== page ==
Probably one of Kierkegaard's less appreciated books, nonetheless it's a great work if one keeps in mind Kierkegaard's sometimes ironic relationship w...moreProbably one of Kierkegaard's less appreciated books, nonetheless it's a great work if one keeps in mind Kierkegaard's sometimes ironic relationship with philosophy and philosophic study. Many people who discount this work (and his other works) should probably read the introduction (the biography of Johannes Climacus) as a Kierkegaard's own tongue-in-cheek way of discounting the philosophy of his pseudonyms (or maybe not...I shouldn't impose my own thoughts about Kierkegaard's intentions onto the work). Despite the academese in Philosophical Fragments, I think there are some incredible insights that the book offers to any reader who wants to challenge him/herself.
To start in reverse, my personal favorite topic in the book is the issue of time and history (or "contemporaneity" as translated by Hong & Hong). In this book, the issue of contemporaneity is put in context of "the god", and in a broader perspective, in the context of faith. For any Christian, this is a question of paramount importance -- how is it that God existed on a temporal plane at one point (Jesus Christ)? And now that Jesus' physical form is nowhere to be found on Earth, how does a believer relate to the historical Jesus, as well as the spiritual Jesus? The question of religious faith is inextricably linked to Kierkegaard's authorship, but I think some general questions proto-existentialist can be drawn out from his discussion. The big question, to me, is: how does existence relate to time (or more technically, temporality)? To make this more focused: how do I relate to temporality? This question can be asked a myriad of different ways. My general point I'm trying to convey is that this consciousness of time is of prime importance to being unto-itself (aka Being) and, in the grand scope of things, a good question that helps keeps all our subjective experiences in perspective.
The second major topic that I was provoked by was the question of truth. What is truth? How do we know truth from untruth? Obviously, this a perennial question and I don't presume to believe that Kierkegaard even came close to answering this question (in fact, after reading much of his authorship, I feel that he has put us farther away from answering it). However, I think Kierkegaard/Climacus circumvents the issue and presents an interesting perspective of the concept of truth (not truth itself). One question I think that Climacus masterfully deals with is "What is the form of truth?", which is a question on the path towards answering, "What is truth?". In particular, I think that Kierkegaard introduces a subjective element to truth that a lot of philosophers prior to Kierkegaard do not. A weak version of this argument would go: There is always a subjective slant to how truth is presented before each person. In other words, there's always an interpretive nature to how each person understands his/her relation to the world. However, this probably has been known since the beginning of time. A stronger version of this argument (which I believe to be a better interpretation of Philosophical Fragments) goes: Truth is Subjectivity. In other words, one person's truth is incommensurable with another person's, even if the two of them use the same words, evoke the same feelings, etc. An even stronger version would essentially be solipsism: there are no other truths, only mine. Although I don't subscribe personally to solipsism, I do think that this interpretation of Philosophical Fragments wouldn't be a huge stretch. Either way, Philosophical Fragments opens a new horizon in the study of truth -- the subject's relation to truth. I think Climacus' incredible insight is the philosophical idea that truth is somehow apart from us as subjects and in some higher plane (i.e. the Platonic Forms) is a vision of truth that has no substance and no meaning, in other words, it is not truth at all. Instead, truth (if it can still be called truth) has a very real, unique, deep-set meaning to each and every us as subjects.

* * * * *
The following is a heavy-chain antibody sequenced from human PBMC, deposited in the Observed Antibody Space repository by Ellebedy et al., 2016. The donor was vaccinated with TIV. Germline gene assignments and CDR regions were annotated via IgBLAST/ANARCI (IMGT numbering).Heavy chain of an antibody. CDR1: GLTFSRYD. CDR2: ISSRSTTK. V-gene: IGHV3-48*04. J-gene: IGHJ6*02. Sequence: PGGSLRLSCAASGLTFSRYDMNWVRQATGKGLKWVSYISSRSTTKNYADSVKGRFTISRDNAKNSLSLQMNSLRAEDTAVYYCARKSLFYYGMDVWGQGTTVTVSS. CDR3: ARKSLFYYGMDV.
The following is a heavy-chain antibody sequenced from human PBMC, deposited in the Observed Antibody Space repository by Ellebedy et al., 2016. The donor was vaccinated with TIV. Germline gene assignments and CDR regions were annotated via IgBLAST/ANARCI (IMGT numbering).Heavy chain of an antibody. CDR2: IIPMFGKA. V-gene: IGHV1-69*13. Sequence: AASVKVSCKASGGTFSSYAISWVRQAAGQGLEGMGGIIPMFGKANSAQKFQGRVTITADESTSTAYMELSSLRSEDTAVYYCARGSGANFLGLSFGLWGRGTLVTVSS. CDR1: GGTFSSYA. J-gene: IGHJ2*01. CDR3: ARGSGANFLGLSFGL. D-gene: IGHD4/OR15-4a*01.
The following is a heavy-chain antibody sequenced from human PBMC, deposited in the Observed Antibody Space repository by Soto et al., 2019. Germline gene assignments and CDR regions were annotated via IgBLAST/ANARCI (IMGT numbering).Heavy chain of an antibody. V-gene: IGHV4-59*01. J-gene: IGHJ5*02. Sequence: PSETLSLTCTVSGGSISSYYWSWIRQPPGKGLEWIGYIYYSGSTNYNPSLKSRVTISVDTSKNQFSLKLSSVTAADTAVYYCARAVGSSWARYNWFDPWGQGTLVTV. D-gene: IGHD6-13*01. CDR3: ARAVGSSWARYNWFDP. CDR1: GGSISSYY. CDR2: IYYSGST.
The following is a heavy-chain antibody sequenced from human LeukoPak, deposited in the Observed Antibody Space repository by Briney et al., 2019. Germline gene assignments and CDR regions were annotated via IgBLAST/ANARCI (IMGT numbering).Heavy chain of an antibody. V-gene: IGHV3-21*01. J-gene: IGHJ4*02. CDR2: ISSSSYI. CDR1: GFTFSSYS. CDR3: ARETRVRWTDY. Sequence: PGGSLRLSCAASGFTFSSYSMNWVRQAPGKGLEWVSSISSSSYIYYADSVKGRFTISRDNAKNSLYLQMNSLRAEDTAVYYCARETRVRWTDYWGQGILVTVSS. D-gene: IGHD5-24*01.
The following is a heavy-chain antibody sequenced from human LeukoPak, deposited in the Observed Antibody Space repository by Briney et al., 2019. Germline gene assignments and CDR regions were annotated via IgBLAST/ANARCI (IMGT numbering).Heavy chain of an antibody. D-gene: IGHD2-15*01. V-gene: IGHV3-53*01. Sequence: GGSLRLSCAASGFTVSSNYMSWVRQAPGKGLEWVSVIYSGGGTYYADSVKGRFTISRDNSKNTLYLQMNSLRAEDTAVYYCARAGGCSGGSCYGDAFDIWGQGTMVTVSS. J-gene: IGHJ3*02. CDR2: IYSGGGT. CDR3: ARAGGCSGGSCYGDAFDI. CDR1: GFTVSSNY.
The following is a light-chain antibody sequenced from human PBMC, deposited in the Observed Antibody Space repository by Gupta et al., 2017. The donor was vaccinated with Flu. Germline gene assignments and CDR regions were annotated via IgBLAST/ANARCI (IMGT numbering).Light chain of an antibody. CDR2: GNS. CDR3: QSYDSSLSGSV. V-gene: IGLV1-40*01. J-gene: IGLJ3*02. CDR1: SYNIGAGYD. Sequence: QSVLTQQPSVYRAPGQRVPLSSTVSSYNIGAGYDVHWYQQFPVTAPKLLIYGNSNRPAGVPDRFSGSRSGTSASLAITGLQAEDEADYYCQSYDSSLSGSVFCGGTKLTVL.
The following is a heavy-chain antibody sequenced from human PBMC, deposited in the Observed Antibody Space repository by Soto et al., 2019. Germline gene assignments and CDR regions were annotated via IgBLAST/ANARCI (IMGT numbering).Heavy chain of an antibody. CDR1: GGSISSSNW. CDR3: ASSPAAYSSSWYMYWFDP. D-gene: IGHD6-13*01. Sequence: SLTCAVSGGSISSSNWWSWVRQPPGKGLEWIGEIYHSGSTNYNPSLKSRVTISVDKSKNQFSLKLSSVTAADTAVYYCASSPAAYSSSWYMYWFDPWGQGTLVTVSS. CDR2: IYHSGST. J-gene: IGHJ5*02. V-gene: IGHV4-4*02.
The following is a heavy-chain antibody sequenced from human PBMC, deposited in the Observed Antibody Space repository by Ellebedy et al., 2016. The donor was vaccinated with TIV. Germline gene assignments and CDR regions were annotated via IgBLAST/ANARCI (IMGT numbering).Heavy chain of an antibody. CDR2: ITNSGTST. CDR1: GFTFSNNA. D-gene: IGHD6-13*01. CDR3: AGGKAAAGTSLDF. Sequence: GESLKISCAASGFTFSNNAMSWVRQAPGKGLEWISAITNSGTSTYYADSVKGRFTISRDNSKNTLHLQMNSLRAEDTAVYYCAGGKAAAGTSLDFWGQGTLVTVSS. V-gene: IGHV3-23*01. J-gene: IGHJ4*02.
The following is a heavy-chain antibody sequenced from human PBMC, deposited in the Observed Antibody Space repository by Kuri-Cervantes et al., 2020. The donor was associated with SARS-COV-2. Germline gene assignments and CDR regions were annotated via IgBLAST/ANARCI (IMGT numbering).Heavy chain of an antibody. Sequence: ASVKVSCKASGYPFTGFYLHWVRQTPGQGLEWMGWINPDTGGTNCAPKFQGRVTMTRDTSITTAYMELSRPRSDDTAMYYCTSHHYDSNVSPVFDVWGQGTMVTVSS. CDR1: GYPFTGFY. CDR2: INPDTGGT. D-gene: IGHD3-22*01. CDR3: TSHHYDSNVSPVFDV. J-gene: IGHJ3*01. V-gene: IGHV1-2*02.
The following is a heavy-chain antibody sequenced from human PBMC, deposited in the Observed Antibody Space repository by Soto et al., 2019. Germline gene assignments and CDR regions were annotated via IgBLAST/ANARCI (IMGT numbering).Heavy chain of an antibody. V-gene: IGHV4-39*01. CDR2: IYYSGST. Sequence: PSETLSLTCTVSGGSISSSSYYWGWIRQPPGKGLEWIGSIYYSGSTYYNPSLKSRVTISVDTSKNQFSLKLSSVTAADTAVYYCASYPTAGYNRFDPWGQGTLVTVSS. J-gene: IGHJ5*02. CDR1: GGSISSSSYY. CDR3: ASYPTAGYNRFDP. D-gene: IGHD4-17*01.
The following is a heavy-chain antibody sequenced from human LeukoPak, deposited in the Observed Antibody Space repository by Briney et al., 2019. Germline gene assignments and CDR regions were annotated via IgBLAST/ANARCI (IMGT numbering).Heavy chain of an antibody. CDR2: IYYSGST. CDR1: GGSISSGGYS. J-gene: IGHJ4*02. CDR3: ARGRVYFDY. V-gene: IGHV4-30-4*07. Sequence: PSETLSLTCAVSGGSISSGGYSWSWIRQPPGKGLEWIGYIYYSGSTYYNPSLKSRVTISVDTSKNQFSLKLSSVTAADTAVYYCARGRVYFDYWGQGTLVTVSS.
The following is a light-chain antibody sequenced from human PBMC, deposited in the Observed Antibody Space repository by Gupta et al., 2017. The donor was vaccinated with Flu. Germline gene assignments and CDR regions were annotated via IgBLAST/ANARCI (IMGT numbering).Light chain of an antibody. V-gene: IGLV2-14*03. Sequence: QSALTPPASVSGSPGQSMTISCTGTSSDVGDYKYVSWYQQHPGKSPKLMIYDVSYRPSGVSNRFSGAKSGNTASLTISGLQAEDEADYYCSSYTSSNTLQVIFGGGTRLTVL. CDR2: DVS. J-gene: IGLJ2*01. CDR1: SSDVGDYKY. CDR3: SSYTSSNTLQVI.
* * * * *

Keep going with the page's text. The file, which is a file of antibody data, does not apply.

Kierkegaard/Climacus may not have been the first one to discover these insights, but, in my opinion, he is one of the first to describe it in such a way. I believe that this book (as with the majority of Kierkegaard's works), is gibberish on the surface, but poses some incredible questions upon further contemplation.(less)